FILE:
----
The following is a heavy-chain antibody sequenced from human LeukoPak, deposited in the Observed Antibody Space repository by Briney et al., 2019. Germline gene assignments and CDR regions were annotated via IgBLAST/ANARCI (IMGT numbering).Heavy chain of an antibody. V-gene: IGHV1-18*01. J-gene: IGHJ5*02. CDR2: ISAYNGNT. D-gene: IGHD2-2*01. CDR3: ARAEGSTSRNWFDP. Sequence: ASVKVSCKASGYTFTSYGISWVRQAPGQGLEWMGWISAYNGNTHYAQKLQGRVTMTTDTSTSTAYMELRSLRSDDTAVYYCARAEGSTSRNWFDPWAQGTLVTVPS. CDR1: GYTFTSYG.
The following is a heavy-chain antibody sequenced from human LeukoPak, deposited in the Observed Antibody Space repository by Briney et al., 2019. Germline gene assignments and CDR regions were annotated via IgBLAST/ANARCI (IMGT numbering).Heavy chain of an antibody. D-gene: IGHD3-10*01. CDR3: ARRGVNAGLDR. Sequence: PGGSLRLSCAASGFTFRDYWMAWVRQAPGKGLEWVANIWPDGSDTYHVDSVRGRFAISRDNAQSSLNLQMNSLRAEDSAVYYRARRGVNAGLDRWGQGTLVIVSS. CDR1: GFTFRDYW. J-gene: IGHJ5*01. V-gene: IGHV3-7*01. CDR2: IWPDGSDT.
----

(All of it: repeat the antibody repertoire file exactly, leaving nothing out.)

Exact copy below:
The following is a heavy-chain antibody sequenced from human LeukoPak, deposited in the Observed Antibody Space repository by Briney et al., 2019. Germline gene assignments and CDR regions were annotated via IgBLAST/ANARCI (IMGT numbering).Heavy chain of an antibody. V-gene: IGHV1-18*01. J-gene: IGHJ5*02. CDR2: ISAYNGNT. D-gene: IGHD2-2*01. CDR3: ARAEGSTSRNWFDP. Sequence: ASVKVSCKASGYTFTSYGISWVRQAPGQGLEWMGWISAYNGNTHYAQKLQGRVTMTTDTSTSTAYMELRSLRSDDTAVYYCARAEGSTSRNWFDPWAQGTLVTVPS. CDR1: GYTFTSYG.
The following is a heavy-chain antibody sequenced from human LeukoPak, deposited in the Observed Antibody Space repository by Briney et al., 2019. Germline gene assignments and CDR regions were annotated via IgBLAST/ANARCI (IMGT numbering).Heavy chain of an antibody. D-gene: IGHD3-10*01. CDR3: ARRGVNAGLDR. Sequence: PGGSLRLSCAASGFTFRDYWMAWVRQAPGKGLEWVANIWPDGSDTYHVDSVRGRFAISRDNAQSSLNLQMNSLRAEDSAVYYRARRGVNAGLDRWGQGTLVIVSS. CDR1: GFTFRDYW. J-gene: IGHJ5*01. V-gene: IGHV3-7*01. CDR2: IWPDGSDT.